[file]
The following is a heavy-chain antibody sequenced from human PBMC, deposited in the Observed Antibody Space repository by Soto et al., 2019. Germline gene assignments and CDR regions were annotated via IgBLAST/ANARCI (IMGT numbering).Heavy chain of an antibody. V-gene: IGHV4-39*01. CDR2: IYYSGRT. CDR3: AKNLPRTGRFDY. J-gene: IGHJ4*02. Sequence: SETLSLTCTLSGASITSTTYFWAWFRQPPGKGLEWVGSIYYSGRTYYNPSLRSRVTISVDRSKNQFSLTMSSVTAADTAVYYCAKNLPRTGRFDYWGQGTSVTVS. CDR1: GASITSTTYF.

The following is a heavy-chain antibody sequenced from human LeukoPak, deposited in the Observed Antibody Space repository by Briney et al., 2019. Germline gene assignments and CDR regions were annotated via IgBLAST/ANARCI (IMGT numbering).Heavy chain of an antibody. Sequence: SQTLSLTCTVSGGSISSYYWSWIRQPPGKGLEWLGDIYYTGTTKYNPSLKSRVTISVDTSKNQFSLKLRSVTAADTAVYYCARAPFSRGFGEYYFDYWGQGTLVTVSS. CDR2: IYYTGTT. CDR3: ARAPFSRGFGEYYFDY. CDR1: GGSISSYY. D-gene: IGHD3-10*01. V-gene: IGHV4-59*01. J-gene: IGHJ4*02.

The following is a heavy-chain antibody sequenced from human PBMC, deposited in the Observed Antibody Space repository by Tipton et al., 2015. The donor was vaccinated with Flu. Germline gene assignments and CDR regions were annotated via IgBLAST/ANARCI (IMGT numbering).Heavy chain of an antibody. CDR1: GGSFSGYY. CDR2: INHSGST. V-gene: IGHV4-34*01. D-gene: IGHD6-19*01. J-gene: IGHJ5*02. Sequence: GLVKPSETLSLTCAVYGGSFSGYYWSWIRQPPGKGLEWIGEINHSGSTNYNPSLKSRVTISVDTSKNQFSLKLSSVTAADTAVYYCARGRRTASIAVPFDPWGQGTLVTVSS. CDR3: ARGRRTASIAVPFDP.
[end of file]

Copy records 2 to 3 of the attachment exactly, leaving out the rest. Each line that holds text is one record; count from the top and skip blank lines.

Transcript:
The following is a heavy-chain antibody sequenced from human LeukoPak, deposited in the Observed Antibody Space repository by Briney et al., 2019. Germline gene assignments and CDR regions were annotated via IgBLAST/ANARCI (IMGT numbering).Heavy chain of an antibody. Sequence: SQTLSLTCTVSGGSISSYYWSWIRQPPGKGLEWLGDIYYTGTTKYNPSLKSRVTISVDTSKNQFSLKLRSVTAADTAVYYCARAPFSRGFGEYYFDYWGQGTLVTVSS. CDR2: IYYTGTT. CDR3: ARAPFSRGFGEYYFDY. CDR1: GGSISSYY. D-gene: IGHD3-10*01. V-gene: IGHV4-59*01. J-gene: IGHJ4*02.

The following is a heavy-chain antibody sequenced from human PBMC, deposited in the Observed Antibody Space repository by Tipton et al., 2015. The donor was vaccinated with Flu. Germline gene assignments and CDR regions were annotated via IgBLAST/ANARCI (IMGT numbering).Heavy chain of an antibody. CDR1: GGSFSGYY. CDR2: INHSGST. V-gene: IGHV4-34*01. D-gene: IGHD6-19*01. J-gene: IGHJ5*02. Sequence: GLVKPSETLSLTCAVYGGSFSGYYWSWIRQPPGKGLEWIGEINHSGSTNYNPSLKSRVTISVDTSKNQFSLKLSSVTAADTAVYYCARGRRTASIAVPFDPWGQGTLVTVSS. CDR3: ARGRRTASIAVPFDP.